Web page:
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Neon tetra, Paracheirodon innesi, cardinal tetra, Cheirodon axelrodi, and some other characins, which inhabit optically turbid blackwater streams and flood lagoons of the Amazon basin, have extremely bright coloration with lateral blue or blue-green stripes and red rear abdominal area (e.g., Lythgoe & Shand, 1983; Ikeda & Kohshima, 2009). It is important that blue stripes are located in these fish on the upper most illuminated part of their body while the red area is located on the under shadowed part of the body.

Note also that coloration of neon tetra does not differ between sexes or among growth stages.

In order to understand principles of the foregoing coloration design, we must address to the spectral sensitivity of eyes in human and fish. Because, generally, the curves of spectral sensitivity have the bell like form, different equipower monochromatic colors are not equally bright.

For example, for eyes of human (as an agreed standard observer), the maximum of spectral sensitivity is near 555 nm. It means that for our eyes blue-green colors (with wavelengths, say, 510-520 nm according to the reflection spectrum of blue stripes in tetra: Lythgoe & Shand, 1983) are brighter than red colors (620-640 nm to the red area). On the contrary, the curve of spectral sensitivity in tetra is shifted, similarly to other freshwater fish, to the red part of the spectrum, with the longwave maximum at 607 nm (Lythgoe & Shand, 1983). Thus, for eyes of tetra red colors must look brighter than blue-green colors as opposed to our visual perception.

In sum, blue-green stripes that are bright for us must be dim for neon tetra. Hereof location of blue colors on the upper most illuminated part of the fish’s body (above the line of body convexity) and red colors on the under shadowed part of the body are in conformity with the theory of color countershading in fresh waters.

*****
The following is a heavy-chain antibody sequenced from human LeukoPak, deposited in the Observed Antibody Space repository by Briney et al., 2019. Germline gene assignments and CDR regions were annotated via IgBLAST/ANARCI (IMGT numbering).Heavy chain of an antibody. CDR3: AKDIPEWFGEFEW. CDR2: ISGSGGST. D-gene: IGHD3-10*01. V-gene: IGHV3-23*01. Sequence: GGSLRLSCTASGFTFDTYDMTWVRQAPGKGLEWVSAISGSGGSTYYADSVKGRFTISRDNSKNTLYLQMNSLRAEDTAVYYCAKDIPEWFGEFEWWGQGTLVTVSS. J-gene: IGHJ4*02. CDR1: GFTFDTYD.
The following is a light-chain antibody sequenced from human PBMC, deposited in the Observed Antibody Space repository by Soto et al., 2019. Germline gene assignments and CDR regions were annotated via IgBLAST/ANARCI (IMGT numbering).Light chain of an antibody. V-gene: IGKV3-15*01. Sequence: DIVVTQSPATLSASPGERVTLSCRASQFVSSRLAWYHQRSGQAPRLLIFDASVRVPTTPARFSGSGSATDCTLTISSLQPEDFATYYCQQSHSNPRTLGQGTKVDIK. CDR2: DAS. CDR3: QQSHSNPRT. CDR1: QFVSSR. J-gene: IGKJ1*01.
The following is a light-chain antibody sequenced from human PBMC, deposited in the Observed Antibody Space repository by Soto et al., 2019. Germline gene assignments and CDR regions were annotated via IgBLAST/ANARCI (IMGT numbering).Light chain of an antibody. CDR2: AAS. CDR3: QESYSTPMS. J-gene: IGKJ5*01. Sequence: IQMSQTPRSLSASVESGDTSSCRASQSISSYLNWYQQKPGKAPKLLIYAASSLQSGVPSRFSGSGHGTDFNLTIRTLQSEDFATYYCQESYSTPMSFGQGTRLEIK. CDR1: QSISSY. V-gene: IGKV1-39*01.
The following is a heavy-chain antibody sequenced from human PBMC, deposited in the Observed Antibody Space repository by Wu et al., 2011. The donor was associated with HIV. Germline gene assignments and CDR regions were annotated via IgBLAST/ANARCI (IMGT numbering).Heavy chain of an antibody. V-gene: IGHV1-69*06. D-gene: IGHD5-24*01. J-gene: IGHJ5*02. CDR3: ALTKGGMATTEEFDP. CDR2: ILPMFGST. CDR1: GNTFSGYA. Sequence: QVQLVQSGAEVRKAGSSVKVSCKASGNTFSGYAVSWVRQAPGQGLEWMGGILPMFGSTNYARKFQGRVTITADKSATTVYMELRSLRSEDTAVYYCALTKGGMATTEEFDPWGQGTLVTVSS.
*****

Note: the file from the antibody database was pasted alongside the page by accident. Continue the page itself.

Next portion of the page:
Importantly, blue-green and near red (near to orange) colors in the reflection spectra of tetra’s body (Lythgoe & Shand, 1983) form an exactly matched pair of complementary colors. Developing these colors, tetras are able to find the trade-off between conspicuousness (maximising it) for conspecifics (Endler, 1992) and crypticity (minimising conspicuousness) for potential predators.

Main natural predators for neon tetras are butterfly peacock, Cichla ocellaris, red-finned pike cichlid, Crenicichla johanna, and leaf fish, Monocirrhus polyacanthus, which eat tetras without any signs of avoidance (Ikeda & Kohshima, 2009). Nothing is known about spectral sensitivity of these predatory fish. However, in waters saturated with the litter organics, where C. ocellaris, C. johanna and M. polyacanthus live, the curves of their spectral sensitivity must have red displacement, by definition. On the other hand, C. ocellaris and C. johanna are ecologically close to largemouth bass, Micropterus salmoides, with the maximum of spectral sensitivity at 673 nm (Kawamura & Kishimoto, 2002). Comparison of these cichlids with cichlids from optically clean African lakes is incorrect. In Florida’s eutrophic optically turbid channels, introduced C. ocellaris and native M. salmoides are forced to co-exist, hunt practically the same prey (Fill et al., 2004), and there are no doubts that their eyes have similar spectral sensitivities.

For information, eyes of piranchas, Serrasalmus sp., and other predatory characins have well developed long wavelength sensitive visual pigments in the range of 600-630 nm (Kusmic & Gualtieri, 2000).

Similar patterns, with the upper location of blue colors and the under location of red colors, occur in many other freshwater fish. For example, breeding males of threespined stickleback, Gasterosteus aculeatus, have blue eyes and red breast. The maximum of spectral sensitivity in stickleback is near 605 nm (Rowe et al., 2004). The same value in pike, Esox lucius, their natural predators, is 630 nm (Protasov, 1968). In the similar way, bluegill, Lepomis macrochirus, have blue gill covers and orange belly. The maximum of spectral sensitivity in sunfish is near 612 nm (Tamura & Niwa, 1967). The same value in largemouth bass, their natural predators, is 673 nm, as metioned above. So blue colors are brighter, that is signaling, for their owners and much more darker, that is cryptic, for co-existent predatory fish.